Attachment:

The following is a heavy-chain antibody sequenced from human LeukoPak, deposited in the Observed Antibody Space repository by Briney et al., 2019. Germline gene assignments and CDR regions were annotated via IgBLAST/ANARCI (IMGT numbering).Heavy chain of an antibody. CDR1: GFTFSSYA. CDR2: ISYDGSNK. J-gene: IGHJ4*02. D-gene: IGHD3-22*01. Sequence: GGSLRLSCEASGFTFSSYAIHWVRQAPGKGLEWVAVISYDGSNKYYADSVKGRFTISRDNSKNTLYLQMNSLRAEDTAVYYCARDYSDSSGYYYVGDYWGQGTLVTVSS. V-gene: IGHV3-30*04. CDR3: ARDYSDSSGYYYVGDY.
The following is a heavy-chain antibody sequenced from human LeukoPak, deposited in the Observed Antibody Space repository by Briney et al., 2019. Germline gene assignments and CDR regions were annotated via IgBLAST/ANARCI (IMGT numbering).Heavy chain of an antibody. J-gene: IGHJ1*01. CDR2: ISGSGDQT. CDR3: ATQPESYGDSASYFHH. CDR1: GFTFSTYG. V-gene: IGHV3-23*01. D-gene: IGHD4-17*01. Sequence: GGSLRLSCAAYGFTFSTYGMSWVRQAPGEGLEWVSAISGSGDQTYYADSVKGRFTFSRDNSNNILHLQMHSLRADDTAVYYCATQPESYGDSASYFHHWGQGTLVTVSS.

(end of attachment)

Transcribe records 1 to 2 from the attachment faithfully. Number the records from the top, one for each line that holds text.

The following is a heavy-chain antibody sequenced from human LeukoPak, deposited in the Observed Antibody Space repository by Briney et al., 2019. Germline gene assignments and CDR regions were annotated via IgBLAST/ANARCI (IMGT numbering).Heavy chain of an antibody. CDR1: GFTFSSYA. CDR2: ISYDGSNK. J-gene: IGHJ4*02. D-gene: IGHD3-22*01. Sequence: GGSLRLSCEASGFTFSSYAIHWVRQAPGKGLEWVAVISYDGSNKYYADSVKGRFTISRDNSKNTLYLQMNSLRAEDTAVYYCARDYSDSSGYYYVGDYWGQGTLVTVSS. V-gene: IGHV3-30*04. CDR3: ARDYSDSSGYYYVGDY.
The following is a heavy-chain antibody sequenced from human LeukoPak, deposited in the Observed Antibody Space repository by Briney et al., 2019. Germline gene assignments and CDR regions were annotated via IgBLAST/ANARCI (IMGT numbering).Heavy chain of an antibody. J-gene: IGHJ1*01. CDR2: ISGSGDQT. CDR3: ATQPESYGDSASYFHH. CDR1: GFTFSTYG. V-gene: IGHV3-23*01. D-gene: IGHD4-17*01. Sequence: GGSLRLSCAAYGFTFSTYGMSWVRQAPGEGLEWVSAISGSGDQTYYADSVKGRFTFSRDNSNNILHLQMHSLRADDTAVYYCATQPESYGDSASYFHHWGQGTLVTVSS.